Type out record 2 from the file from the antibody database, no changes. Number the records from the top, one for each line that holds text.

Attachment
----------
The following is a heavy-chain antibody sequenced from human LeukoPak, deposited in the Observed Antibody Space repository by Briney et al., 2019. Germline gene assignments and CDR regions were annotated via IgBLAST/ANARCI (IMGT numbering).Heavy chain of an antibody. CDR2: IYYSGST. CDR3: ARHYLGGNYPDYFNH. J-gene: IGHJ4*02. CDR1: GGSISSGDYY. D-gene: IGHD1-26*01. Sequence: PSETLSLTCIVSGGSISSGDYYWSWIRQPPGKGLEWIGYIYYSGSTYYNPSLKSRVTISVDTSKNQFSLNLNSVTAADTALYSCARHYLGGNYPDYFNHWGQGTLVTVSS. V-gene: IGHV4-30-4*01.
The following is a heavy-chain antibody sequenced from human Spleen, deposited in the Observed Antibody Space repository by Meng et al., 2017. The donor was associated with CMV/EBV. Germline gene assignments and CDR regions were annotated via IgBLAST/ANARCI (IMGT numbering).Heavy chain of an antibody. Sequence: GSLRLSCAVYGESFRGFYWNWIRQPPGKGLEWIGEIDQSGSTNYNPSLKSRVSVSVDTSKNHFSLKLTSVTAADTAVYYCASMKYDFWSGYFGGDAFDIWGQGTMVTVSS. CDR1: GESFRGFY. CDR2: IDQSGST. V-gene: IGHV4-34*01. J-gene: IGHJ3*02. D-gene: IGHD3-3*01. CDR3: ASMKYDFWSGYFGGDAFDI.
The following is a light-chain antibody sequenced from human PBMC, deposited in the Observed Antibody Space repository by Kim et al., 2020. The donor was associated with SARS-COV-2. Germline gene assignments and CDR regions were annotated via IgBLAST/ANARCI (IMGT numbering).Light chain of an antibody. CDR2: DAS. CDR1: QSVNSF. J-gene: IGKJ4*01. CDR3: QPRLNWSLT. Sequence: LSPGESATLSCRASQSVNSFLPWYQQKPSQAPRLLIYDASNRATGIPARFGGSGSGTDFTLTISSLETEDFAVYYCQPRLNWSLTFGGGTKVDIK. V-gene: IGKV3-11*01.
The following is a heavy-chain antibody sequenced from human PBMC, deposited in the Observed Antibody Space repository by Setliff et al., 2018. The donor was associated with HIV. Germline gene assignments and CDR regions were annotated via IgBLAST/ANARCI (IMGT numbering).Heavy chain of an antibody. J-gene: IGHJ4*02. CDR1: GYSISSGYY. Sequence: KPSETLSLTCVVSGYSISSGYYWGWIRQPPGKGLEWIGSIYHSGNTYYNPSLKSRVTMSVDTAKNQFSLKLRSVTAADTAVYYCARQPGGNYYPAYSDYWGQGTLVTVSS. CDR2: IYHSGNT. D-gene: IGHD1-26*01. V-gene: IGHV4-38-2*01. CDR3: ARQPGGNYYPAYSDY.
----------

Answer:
The following is a heavy-chain antibody sequenced from human Spleen, deposited in the Observed Antibody Space repository by Meng et al., 2017. The donor was associated with CMV/EBV. Germline gene assignments and CDR regions were annotated via IgBLAST/ANARCI (IMGT numbering).Heavy chain of an antibody. Sequence: GSLRLSCAVYGESFRGFYWNWIRQPPGKGLEWIGEIDQSGSTNYNPSLKSRVSVSVDTSKNHFSLKLTSVTAADTAVYYCASMKYDFWSGYFGGDAFDIWGQGTMVTVSS. CDR1: GESFRGFY. CDR2: IDQSGST. V-gene: IGHV4-34*01. J-gene: IGHJ3*02. D-gene: IGHD3-3*01. CDR3: ASMKYDFWSGYFGGDAFDI.